With a seemingly endless amount of streaming options — not only the titles at our disposal, but services themselves — we believe it’s our duty to highlight the recent, recommended titles that have recently hit the interwebs. Every week, one will be able to see the cream of the crop (or perhaps some simply interesting picks) of streaming titles (new and old) across platforms such as Netflix, iTunes, Amazon Instant Video, and more. Check out our rundown for this week’s selections below, and shoot over suggestions to @TheFilmStage.

2 Guns (Baltasar Kormákur)

What do you get when you throw forty-three million dollars at an unsuspecting bank-robbing duo comprised of a DEA agent and a Naval Intelligence Officer, both believing the other is a criminal they can use as a fall guy on their respective missions? A pretty fun time. With a poster depicting Denzel Washington’s Bobby and Mark Wahlberg’s Stig back-to-back with drawn guns and money raining down, it’s easy to write the whole thing off as a lame duck unworthy of your time. I know, because I nearly did. But while you may think Denzel ill-suited for an action comedy or Wahlberg notoriously miscast in the type of serious roles Washington usually chooses, pairing them together gives 2 Guns the best of both worlds in a highly entertaining manner. – Nathan B. (full review)

Where to Stream: Amazon, iTunes, Google Play

Blackfish (Gabriela Cowperthwaite)

A powerful documentary going behind the scenes to expose the truth about SeaWorld’s dirty little secret, Gabriela Cowperthwaite’s Blackfish shows the consequence of hubristic action. Centered on the death of Orca trainer Dawn Brancheau, the film delves all the way back to the 70s to explain the extensive history of whale captivity and its horrific conditions leading to Tilikum earning the name Killer Whale. Everyone interviewed has extensive first-hand knowledge of the industry and/or Tilikum himself to paint a picture of just how dangerous mankind’s ego can become when bottom-line is king and the people in its control are too young and naive to realize what’s happening. One of the scariest films of the year, we’re shown the tragic result of our yearning to control nature. – Jared M. (full review)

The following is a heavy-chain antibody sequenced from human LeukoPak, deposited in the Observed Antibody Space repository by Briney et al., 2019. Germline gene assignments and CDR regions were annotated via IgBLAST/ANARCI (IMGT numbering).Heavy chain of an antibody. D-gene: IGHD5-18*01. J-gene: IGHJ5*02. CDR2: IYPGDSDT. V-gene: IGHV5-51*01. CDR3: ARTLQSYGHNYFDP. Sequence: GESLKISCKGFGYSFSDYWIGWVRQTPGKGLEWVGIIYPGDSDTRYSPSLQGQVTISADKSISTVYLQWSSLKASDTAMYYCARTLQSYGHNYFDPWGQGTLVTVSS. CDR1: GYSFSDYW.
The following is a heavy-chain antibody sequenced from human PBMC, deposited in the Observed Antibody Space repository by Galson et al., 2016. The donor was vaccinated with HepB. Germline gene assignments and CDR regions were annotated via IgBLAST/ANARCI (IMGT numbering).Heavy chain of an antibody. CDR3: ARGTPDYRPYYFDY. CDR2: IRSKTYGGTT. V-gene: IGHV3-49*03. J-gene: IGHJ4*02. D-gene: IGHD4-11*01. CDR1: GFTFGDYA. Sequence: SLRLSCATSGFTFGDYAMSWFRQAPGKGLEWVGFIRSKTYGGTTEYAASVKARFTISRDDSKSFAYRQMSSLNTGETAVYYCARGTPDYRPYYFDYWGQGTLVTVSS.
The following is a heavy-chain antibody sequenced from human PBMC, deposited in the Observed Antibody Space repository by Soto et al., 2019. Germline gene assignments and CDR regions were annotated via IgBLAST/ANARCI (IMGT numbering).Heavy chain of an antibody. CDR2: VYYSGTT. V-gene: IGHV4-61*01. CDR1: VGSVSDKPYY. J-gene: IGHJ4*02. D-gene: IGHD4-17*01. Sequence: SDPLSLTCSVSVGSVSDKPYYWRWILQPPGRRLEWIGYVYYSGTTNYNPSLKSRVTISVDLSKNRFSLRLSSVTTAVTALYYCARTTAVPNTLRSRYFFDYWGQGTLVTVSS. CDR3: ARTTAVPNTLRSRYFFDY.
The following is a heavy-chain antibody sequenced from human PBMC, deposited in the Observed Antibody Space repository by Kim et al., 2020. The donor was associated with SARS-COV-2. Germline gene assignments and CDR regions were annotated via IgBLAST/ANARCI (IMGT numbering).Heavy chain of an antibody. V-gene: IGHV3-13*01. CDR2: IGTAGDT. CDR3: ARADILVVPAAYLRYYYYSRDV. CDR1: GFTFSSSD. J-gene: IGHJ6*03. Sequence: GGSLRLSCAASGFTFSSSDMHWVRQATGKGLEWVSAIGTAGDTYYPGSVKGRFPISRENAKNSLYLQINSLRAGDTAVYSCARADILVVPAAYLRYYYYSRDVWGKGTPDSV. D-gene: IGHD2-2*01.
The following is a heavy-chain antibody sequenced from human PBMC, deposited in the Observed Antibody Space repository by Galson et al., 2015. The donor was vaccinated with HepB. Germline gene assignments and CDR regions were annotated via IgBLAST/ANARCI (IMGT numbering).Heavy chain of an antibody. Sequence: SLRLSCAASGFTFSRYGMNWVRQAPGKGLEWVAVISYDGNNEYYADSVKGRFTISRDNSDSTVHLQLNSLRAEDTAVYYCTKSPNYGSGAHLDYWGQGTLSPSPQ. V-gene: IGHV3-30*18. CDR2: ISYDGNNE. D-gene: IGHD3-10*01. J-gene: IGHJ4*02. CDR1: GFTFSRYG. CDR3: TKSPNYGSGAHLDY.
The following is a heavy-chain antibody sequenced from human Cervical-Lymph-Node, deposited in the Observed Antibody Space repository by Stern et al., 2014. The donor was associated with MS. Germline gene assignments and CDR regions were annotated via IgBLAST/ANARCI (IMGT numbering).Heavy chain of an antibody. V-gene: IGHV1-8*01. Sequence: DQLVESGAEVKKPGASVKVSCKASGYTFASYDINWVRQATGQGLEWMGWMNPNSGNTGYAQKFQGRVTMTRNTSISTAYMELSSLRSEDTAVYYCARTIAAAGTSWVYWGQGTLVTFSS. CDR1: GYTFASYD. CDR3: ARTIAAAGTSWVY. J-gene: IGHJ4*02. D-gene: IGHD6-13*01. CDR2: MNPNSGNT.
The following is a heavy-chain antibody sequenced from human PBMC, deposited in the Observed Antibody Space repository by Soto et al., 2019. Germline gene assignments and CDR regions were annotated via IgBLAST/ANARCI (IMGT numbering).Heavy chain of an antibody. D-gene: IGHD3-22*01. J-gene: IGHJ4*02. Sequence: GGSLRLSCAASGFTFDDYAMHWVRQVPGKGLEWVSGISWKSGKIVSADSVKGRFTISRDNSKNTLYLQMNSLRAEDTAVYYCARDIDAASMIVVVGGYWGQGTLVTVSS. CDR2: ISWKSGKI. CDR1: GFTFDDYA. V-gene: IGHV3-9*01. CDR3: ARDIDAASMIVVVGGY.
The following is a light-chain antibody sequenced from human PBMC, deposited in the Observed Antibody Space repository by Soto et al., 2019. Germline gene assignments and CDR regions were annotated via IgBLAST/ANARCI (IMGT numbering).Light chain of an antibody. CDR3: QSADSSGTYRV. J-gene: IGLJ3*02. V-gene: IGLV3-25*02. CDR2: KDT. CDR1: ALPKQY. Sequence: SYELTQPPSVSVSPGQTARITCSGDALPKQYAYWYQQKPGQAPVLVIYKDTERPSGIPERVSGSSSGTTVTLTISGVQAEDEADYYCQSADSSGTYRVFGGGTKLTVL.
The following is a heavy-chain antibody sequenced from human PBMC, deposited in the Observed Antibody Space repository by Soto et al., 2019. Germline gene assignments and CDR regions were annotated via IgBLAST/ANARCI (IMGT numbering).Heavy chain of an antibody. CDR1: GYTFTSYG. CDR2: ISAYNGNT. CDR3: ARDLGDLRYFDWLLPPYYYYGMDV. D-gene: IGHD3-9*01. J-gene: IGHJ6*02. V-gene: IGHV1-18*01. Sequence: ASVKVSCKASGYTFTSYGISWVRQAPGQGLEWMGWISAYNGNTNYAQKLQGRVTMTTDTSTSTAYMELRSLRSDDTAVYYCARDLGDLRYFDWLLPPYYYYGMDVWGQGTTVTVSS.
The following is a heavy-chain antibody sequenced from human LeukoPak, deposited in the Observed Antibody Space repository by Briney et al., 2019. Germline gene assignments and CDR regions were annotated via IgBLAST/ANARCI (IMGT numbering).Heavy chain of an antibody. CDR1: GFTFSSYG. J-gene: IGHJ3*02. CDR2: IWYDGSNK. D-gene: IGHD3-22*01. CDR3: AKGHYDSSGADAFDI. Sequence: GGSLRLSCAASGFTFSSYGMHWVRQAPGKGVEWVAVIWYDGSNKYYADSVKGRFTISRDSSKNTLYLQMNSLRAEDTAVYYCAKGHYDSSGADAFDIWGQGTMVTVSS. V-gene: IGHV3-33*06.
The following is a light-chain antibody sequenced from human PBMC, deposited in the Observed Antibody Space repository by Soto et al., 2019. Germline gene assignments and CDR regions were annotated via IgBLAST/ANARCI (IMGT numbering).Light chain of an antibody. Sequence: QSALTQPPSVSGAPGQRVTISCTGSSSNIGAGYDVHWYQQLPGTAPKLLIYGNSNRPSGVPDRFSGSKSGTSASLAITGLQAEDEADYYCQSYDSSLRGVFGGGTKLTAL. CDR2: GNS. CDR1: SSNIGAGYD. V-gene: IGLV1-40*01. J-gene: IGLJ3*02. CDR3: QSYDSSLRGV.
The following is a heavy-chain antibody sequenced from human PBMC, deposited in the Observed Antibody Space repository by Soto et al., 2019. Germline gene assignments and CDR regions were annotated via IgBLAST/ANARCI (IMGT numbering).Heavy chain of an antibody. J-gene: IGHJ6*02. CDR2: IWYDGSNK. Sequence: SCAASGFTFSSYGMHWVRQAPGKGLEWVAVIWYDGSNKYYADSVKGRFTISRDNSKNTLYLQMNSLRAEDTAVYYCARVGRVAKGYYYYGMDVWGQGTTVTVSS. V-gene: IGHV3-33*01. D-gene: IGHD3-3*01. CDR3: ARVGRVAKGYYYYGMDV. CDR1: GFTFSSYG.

Where to Stream: Amazon, iTunes, Google Play

Blancanieves (Pablo Berger)

Shifting the story made famous in 1937 by Walt Disney to 1920s Andalusia, Berger has crafted a romanticized vision of a culturally rich Seville in this Snow White update. Homage to European silent films of the era, his magnificently authentic aesthetic includes a bit of a hitch in frame rate, high contrast imagery, and spotlight vignettes to direct our eye through the compositions. There are some beautiful transitions through scenes—especially those designating the passage of time; austere and sparsely decorated title cards depicting the characters’ words; and a rousing score of orchestral melody driving emotion and plot forward through its music. And with the newly injected occupations of our heroine’s parents as matador and flamenco respectively, a couple gorgeously sung pieces help bolster the visuals as well. – Jared M.

Where to Stream: Netflix Instant

Broadcast News (James L. Brooks)

After taking home top honors at the Oscars with his directorial debut, Terms of Endearment, James L. Brooks followed it up with what would become his most accomplished work to date, Broadcast News. Following the daily work and relationships of William Hurt, Albert Brooks and Holly Hunter, it’s an emotionally honest, thoroughly entertaining look at the world television. While it’s already available on a nice set from The Criterion Collection, the drama just hit Netflix Instant for easy viewing. – Jordan R.

Where to Stream: Netflix Instant

Computer Chess (Andrew Bujalski)

A faux documentary set at a man versus chess computer tournament, Andrew Bujalski returns with a completely original and often hilarious comedy. Shot on vintage Sony AVC-3260 black and white video cameras, this comedy explores various team members and officials who regulate the tournament including my favorite, Papageorge (Myles Paige), who gives one of the funniest deadpan performances of the year. – John F.